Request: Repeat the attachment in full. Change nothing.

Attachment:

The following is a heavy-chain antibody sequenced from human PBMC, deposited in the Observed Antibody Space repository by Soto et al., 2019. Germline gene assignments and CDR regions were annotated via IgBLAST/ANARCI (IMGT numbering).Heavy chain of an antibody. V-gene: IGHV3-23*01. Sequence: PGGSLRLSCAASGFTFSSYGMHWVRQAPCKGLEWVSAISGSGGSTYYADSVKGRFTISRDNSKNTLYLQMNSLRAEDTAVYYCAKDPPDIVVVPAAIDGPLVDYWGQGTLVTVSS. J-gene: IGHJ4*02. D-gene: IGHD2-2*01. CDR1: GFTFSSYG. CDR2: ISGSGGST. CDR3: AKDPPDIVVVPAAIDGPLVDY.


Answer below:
The following is a heavy-chain antibody sequenced from human PBMC, deposited in the Observed Antibody Space repository by Soto et al., 2019. Germline gene assignments and CDR regions were annotated via IgBLAST/ANARCI (IMGT numbering).Heavy chain of an antibody. V-gene: IGHV3-23*01. Sequence: PGGSLRLSCAASGFTFSSYGMHWVRQAPCKGLEWVSAISGSGGSTYYADSVKGRFTISRDNSKNTLYLQMNSLRAEDTAVYYCAKDPPDIVVVPAAIDGPLVDYWGQGTLVTVSS. J-gene: IGHJ4*02. D-gene: IGHD2-2*01. CDR1: GFTFSSYG. CDR2: ISGSGGST. CDR3: AKDPPDIVVVPAAIDGPLVDY.